Thanks to Emily for suggesting Jotham as our Baby Name of the Day.
No, seriously, Jotham is really obscure. In 2011, he was given to 27 boys, but he was back down to just 13 in 2012.
Two bearers of the name appear in the Old Testament:
- It was the name of Gideon’s youngest son. And Gideon had lots of kiddos – seventy boys. But Jotham was the only one to escape a death sentence that took his older siblings.
- Another Jotham reigned as King of Judah for sixteen years. Archeological evidence agrees with the Bible on this one. It’s said that he had an exceptionally good run – rebuilding infrastructure, winning a war.
That second Jotham appears on the Sistine Chapel, though Michelangelo spelled his name Joatham. It’s part of the Ancestors of Christ series, and while it’s not as famous as say, The Creation of Adam, he’s undeniably a part of that famous work of art. The ancestors appear in the arches above the windows, holding up the ceiling.
Jotham shares his first syllable with so many popular names, including John – the jo refers to God. The second syllable is translated different ways: complete, upright, perfect. It’s a positive meaning for Christian parents.
Over the years, a handful of politicians have answered to the name, and he feels something like a Colonial throwback.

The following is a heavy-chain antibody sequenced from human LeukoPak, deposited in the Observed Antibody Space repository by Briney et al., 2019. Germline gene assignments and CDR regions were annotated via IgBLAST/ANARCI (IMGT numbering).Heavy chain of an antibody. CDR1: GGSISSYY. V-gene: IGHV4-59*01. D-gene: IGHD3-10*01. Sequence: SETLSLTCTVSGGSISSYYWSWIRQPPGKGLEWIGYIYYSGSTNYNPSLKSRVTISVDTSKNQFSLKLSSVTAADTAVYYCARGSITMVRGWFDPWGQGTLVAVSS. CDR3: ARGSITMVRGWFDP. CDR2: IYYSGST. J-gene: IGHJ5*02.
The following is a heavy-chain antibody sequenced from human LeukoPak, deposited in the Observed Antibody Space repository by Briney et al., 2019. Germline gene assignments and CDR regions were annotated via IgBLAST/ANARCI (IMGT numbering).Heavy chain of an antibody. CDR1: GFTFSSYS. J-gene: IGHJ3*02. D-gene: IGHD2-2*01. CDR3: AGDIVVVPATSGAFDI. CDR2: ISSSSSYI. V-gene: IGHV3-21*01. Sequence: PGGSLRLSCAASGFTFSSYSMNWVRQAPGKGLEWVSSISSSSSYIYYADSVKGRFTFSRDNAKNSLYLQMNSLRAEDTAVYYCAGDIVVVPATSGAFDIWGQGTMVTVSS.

Jotham has a literary edge, too, thanks to:
- James Fenimore Cooper’s The Pioneers includes a character by the name. Cooper’s Leatherstocking Tales – there are five in all – are full of Biblical rarities: Elnathan, Hiram, Ishmael – and great names in general, like Cora. Jotham Riddle is a minor character, but he fits right in with the colorful tales.
- In Ethan Frome, Jotham is the hired man on Frome’s farm. His presence is significant, but he himself manages to stay out of the drama swirling around him.
Could it be that we’ve avoided Jotham because of his sound?
In English, I’m tempted to rhyme Jotham with Gotham. There’s a village called Gotham in Nottinghamshire, a storied place. It’s been a nickname for New York City at least since Washington Irving wrote in the early nineteenth century, inspired by the English town. Batman is the defender of Gotham City.
Does this make Jotham pronounced like Gotham more or less appealing? I’m not sure, but I do think that our familiarity with the place name will encourage many to use this pronunciation.
Jotham could lead to the familiar nicknames Joe and Joey, making him more wearable still.
If parents are willing to delve deeper into the Good Book to find names not already in use, then Jotham is one that deserves some consideration. That -m ending is shared by the rapidly-rising Liam, and the letter J remains a popular letter for boys’ names.
If you’re looking for something completely different, and yet exactly in step with current trends, Jotham is one to consider.